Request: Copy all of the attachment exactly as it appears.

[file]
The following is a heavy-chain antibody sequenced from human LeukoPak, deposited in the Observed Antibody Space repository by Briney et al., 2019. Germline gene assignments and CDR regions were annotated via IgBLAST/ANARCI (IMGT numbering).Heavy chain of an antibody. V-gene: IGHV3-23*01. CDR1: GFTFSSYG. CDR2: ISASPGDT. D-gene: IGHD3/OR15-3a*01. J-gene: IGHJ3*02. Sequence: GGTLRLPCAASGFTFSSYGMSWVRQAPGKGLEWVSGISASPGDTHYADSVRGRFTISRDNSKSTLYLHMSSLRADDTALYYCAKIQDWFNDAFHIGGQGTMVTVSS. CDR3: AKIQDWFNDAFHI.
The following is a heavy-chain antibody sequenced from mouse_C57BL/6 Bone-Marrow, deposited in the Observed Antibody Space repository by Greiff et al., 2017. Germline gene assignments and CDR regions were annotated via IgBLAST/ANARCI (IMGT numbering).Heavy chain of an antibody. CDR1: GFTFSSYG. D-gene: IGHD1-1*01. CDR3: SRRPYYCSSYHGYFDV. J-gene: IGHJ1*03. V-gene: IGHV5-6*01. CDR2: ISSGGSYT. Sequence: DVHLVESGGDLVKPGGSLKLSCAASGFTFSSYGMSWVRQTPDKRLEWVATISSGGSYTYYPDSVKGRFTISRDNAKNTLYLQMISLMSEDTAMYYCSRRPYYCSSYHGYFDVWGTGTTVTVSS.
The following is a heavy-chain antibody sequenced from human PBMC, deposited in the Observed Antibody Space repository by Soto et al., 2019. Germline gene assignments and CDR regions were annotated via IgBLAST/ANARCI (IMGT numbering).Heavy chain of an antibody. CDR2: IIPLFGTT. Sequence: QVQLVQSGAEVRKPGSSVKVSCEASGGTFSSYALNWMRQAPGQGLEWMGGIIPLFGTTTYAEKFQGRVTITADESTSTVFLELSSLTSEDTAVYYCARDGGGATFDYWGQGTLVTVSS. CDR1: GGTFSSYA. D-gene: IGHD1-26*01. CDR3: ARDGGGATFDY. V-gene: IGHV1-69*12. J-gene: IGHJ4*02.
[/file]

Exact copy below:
The following is a heavy-chain antibody sequenced from human LeukoPak, deposited in the Observed Antibody Space repository by Briney et al., 2019. Germline gene assignments and CDR regions were annotated via IgBLAST/ANARCI (IMGT numbering).Heavy chain of an antibody. V-gene: IGHV3-23*01. CDR1: GFTFSSYG. CDR2: ISASPGDT. D-gene: IGHD3/OR15-3a*01. J-gene: IGHJ3*02. Sequence: GGTLRLPCAASGFTFSSYGMSWVRQAPGKGLEWVSGISASPGDTHYADSVRGRFTISRDNSKSTLYLHMSSLRADDTALYYCAKIQDWFNDAFHIGGQGTMVTVSS. CDR3: AKIQDWFNDAFHI.
The following is a heavy-chain antibody sequenced from mouse_C57BL/6 Bone-Marrow, deposited in the Observed Antibody Space repository by Greiff et al., 2017. Germline gene assignments and CDR regions were annotated via IgBLAST/ANARCI (IMGT numbering).Heavy chain of an antibody. CDR1: GFTFSSYG. D-gene: IGHD1-1*01. CDR3: SRRPYYCSSYHGYFDV. J-gene: IGHJ1*03. V-gene: IGHV5-6*01. CDR2: ISSGGSYT. Sequence: DVHLVESGGDLVKPGGSLKLSCAASGFTFSSYGMSWVRQTPDKRLEWVATISSGGSYTYYPDSVKGRFTISRDNAKNTLYLQMISLMSEDTAMYYCSRRPYYCSSYHGYFDVWGTGTTVTVSS.
The following is a heavy-chain antibody sequenced from human PBMC, deposited in the Observed Antibody Space repository by Soto et al., 2019. Germline gene assignments and CDR regions were annotated via IgBLAST/ANARCI (IMGT numbering).Heavy chain of an antibody. CDR2: IIPLFGTT. Sequence: QVQLVQSGAEVRKPGSSVKVSCEASGGTFSSYALNWMRQAPGQGLEWMGGIIPLFGTTTYAEKFQGRVTITADESTSTVFLELSSLTSEDTAVYYCARDGGGATFDYWGQGTLVTVSS. CDR1: GGTFSSYA. D-gene: IGHD1-26*01. CDR3: ARDGGGATFDY. V-gene: IGHV1-69*12. J-gene: IGHJ4*02.